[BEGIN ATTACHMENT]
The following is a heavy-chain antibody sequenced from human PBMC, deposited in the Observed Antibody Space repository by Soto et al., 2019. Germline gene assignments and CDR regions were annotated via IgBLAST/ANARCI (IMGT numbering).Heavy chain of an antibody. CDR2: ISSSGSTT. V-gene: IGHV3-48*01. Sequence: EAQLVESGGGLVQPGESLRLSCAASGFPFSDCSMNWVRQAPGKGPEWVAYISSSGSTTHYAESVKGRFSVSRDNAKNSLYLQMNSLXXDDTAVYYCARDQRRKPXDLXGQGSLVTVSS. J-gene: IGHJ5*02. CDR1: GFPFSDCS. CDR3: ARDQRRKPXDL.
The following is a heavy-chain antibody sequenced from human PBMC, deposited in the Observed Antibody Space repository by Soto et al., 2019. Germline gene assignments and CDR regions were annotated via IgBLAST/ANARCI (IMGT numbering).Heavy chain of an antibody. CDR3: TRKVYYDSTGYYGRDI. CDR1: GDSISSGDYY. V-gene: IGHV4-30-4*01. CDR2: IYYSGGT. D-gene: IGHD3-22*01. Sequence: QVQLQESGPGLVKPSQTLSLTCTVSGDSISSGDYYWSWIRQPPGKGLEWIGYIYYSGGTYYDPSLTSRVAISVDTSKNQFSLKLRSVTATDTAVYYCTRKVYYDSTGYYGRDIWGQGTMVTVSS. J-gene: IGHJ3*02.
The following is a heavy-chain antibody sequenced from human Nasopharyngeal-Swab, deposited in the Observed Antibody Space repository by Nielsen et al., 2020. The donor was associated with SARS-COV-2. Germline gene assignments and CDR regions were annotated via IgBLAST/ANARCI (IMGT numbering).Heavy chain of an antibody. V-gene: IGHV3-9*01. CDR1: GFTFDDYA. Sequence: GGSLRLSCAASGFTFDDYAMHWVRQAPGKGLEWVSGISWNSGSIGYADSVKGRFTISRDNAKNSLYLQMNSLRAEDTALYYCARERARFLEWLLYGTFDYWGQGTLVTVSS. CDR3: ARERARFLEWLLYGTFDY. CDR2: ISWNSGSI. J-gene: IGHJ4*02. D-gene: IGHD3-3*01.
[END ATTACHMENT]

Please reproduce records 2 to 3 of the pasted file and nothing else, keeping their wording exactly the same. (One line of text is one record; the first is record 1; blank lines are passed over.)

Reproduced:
The following is a heavy-chain antibody sequenced from human PBMC, deposited in the Observed Antibody Space repository by Soto et al., 2019. Germline gene assignments and CDR regions were annotated via IgBLAST/ANARCI (IMGT numbering).Heavy chain of an antibody. CDR3: TRKVYYDSTGYYGRDI. CDR1: GDSISSGDYY. V-gene: IGHV4-30-4*01. CDR2: IYYSGGT. D-gene: IGHD3-22*01. Sequence: QVQLQESGPGLVKPSQTLSLTCTVSGDSISSGDYYWSWIRQPPGKGLEWIGYIYYSGGTYYDPSLTSRVAISVDTSKNQFSLKLRSVTATDTAVYYCTRKVYYDSTGYYGRDIWGQGTMVTVSS. J-gene: IGHJ3*02.
The following is a heavy-chain antibody sequenced from human Nasopharyngeal-Swab, deposited in the Observed Antibody Space repository by Nielsen et al., 2020. The donor was associated with SARS-COV-2. Germline gene assignments and CDR regions were annotated via IgBLAST/ANARCI (IMGT numbering).Heavy chain of an antibody. V-gene: IGHV3-9*01. CDR1: GFTFDDYA. Sequence: GGSLRLSCAASGFTFDDYAMHWVRQAPGKGLEWVSGISWNSGSIGYADSVKGRFTISRDNAKNSLYLQMNSLRAEDTALYYCARERARFLEWLLYGTFDYWGQGTLVTVSS. CDR3: ARERARFLEWLLYGTFDY. CDR2: ISWNSGSI. J-gene: IGHJ4*02. D-gene: IGHD3-3*01.